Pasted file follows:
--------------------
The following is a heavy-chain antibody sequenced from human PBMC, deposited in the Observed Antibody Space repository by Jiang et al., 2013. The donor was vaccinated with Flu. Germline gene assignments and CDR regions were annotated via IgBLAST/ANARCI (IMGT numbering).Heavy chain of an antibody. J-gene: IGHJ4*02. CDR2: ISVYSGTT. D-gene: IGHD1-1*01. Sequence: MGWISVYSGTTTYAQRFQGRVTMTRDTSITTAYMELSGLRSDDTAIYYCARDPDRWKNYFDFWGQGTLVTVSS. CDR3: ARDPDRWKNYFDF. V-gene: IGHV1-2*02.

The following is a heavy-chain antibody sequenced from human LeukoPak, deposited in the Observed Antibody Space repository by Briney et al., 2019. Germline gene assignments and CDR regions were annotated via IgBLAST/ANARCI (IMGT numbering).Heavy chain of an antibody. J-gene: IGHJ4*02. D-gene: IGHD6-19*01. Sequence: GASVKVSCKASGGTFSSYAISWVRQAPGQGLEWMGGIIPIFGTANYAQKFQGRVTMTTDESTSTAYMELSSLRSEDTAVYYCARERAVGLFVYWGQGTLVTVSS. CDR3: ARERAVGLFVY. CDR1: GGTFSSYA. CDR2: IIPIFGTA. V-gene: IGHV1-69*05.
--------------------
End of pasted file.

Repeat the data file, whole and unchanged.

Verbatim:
The following is a heavy-chain antibody sequenced from human PBMC, deposited in the Observed Antibody Space repository by Jiang et al., 2013. The donor was vaccinated with Flu. Germline gene assignments and CDR regions were annotated via IgBLAST/ANARCI (IMGT numbering).Heavy chain of an antibody. J-gene: IGHJ4*02. CDR2: ISVYSGTT. D-gene: IGHD1-1*01. Sequence: MGWISVYSGTTTYAQRFQGRVTMTRDTSITTAYMELSGLRSDDTAIYYCARDPDRWKNYFDFWGQGTLVTVSS. CDR3: ARDPDRWKNYFDF. V-gene: IGHV1-2*02.

The following is a heavy-chain antibody sequenced from human LeukoPak, deposited in the Observed Antibody Space repository by Briney et al., 2019. Germline gene assignments and CDR regions were annotated via IgBLAST/ANARCI (IMGT numbering).Heavy chain of an antibody. J-gene: IGHJ4*02. D-gene: IGHD6-19*01. Sequence: GASVKVSCKASGGTFSSYAISWVRQAPGQGLEWMGGIIPIFGTANYAQKFQGRVTMTTDESTSTAYMELSSLRSEDTAVYYCARERAVGLFVYWGQGTLVTVSS. CDR3: ARERAVGLFVY. CDR1: GGTFSSYA. CDR2: IIPIFGTA. V-gene: IGHV1-69*05.